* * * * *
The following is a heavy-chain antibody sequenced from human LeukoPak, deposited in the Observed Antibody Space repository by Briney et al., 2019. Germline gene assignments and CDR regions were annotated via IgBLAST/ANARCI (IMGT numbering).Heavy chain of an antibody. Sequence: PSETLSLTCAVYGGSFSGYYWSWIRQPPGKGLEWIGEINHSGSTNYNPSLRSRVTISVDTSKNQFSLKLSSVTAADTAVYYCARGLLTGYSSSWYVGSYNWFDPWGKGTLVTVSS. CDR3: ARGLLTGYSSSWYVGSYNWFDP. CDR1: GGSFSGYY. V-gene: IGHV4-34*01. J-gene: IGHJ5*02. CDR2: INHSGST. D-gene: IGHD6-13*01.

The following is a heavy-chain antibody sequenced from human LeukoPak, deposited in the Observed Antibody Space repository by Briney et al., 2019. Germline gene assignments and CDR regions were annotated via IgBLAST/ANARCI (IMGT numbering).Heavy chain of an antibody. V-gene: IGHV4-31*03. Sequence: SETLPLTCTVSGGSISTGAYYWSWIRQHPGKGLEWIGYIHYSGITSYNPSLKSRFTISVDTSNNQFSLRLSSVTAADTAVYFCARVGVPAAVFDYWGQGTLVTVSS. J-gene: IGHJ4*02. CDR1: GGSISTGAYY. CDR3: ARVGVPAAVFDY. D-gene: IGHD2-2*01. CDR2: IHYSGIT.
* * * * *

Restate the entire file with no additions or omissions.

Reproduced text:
The following is a heavy-chain antibody sequenced from human LeukoPak, deposited in the Observed Antibody Space repository by Briney et al., 2019. Germline gene assignments and CDR regions were annotated via IgBLAST/ANARCI (IMGT numbering).Heavy chain of an antibody. Sequence: PSETLSLTCAVYGGSFSGYYWSWIRQPPGKGLEWIGEINHSGSTNYNPSLRSRVTISVDTSKNQFSLKLSSVTAADTAVYYCARGLLTGYSSSWYVGSYNWFDPWGKGTLVTVSS. CDR3: ARGLLTGYSSSWYVGSYNWFDP. CDR1: GGSFSGYY. V-gene: IGHV4-34*01. J-gene: IGHJ5*02. CDR2: INHSGST. D-gene: IGHD6-13*01.

The following is a heavy-chain antibody sequenced from human LeukoPak, deposited in the Observed Antibody Space repository by Briney et al., 2019. Germline gene assignments and CDR regions were annotated via IgBLAST/ANARCI (IMGT numbering).Heavy chain of an antibody. V-gene: IGHV4-31*03. Sequence: SETLPLTCTVSGGSISTGAYYWSWIRQHPGKGLEWIGYIHYSGITSYNPSLKSRFTISVDTSNNQFSLRLSSVTAADTAVYFCARVGVPAAVFDYWGQGTLVTVSS. J-gene: IGHJ4*02. CDR1: GGSISTGAYY. CDR3: ARVGVPAAVFDY. D-gene: IGHD2-2*01. CDR2: IHYSGIT.